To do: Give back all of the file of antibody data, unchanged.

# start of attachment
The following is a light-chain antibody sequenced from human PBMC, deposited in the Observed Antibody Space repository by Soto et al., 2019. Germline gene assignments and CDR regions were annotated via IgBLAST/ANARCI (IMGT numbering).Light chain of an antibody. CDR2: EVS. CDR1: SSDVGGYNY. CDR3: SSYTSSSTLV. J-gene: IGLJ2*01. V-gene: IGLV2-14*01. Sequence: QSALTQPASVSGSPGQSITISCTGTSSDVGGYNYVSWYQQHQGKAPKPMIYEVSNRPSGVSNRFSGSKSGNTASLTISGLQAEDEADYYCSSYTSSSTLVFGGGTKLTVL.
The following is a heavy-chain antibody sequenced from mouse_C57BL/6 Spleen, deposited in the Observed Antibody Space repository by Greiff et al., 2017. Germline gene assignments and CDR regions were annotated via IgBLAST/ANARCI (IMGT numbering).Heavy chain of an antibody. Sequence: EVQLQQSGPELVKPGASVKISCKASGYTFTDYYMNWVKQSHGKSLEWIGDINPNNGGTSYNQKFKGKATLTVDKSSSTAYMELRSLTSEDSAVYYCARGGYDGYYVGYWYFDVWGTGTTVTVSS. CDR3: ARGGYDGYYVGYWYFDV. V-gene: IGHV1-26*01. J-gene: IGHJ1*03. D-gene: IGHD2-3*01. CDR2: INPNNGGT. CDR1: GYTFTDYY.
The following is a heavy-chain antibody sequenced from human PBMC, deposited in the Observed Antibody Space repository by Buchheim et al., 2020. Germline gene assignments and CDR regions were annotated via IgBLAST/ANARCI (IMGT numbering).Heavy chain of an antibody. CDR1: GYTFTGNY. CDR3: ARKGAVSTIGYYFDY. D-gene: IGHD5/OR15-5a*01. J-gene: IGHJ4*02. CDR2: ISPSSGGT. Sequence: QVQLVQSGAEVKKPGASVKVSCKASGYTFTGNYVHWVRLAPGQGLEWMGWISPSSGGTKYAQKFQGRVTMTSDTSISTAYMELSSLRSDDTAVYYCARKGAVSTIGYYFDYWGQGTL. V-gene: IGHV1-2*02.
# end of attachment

The following is a light-chain antibody sequenced from human PBMC, deposited in the Observed Antibody Space repository by Soto et al., 2019. Germline gene assignments and CDR regions were annotated via IgBLAST/ANARCI (IMGT numbering).Light chain of an antibody. CDR2: EVS. CDR1: SSDVGGYNY. CDR3: SSYTSSSTLV. J-gene: IGLJ2*01. V-gene: IGLV2-14*01. Sequence: QSALTQPASVSGSPGQSITISCTGTSSDVGGYNYVSWYQQHQGKAPKPMIYEVSNRPSGVSNRFSGSKSGNTASLTISGLQAEDEADYYCSSYTSSSTLVFGGGTKLTVL.
The following is a heavy-chain antibody sequenced from mouse_C57BL/6 Spleen, deposited in the Observed Antibody Space repository by Greiff et al., 2017. Germline gene assignments and CDR regions were annotated via IgBLAST/ANARCI (IMGT numbering).Heavy chain of an antibody. Sequence: EVQLQQSGPELVKPGASVKISCKASGYTFTDYYMNWVKQSHGKSLEWIGDINPNNGGTSYNQKFKGKATLTVDKSSSTAYMELRSLTSEDSAVYYCARGGYDGYYVGYWYFDVWGTGTTVTVSS. CDR3: ARGGYDGYYVGYWYFDV. V-gene: IGHV1-26*01. J-gene: IGHJ1*03. D-gene: IGHD2-3*01. CDR2: INPNNGGT. CDR1: GYTFTDYY.
The following is a heavy-chain antibody sequenced from human PBMC, deposited in the Observed Antibody Space repository by Buchheim et al., 2020. Germline gene assignments and CDR regions were annotated via IgBLAST/ANARCI (IMGT numbering).Heavy chain of an antibody. CDR1: GYTFTGNY. CDR3: ARKGAVSTIGYYFDY. D-gene: IGHD5/OR15-5a*01. J-gene: IGHJ4*02. CDR2: ISPSSGGT. Sequence: QVQLVQSGAEVKKPGASVKVSCKASGYTFTGNYVHWVRLAPGQGLEWMGWISPSSGGTKYAQKFQGRVTMTSDTSISTAYMELSSLRSDDTAVYYCARKGAVSTIGYYFDYWGQGTL. V-gene: IGHV1-2*02.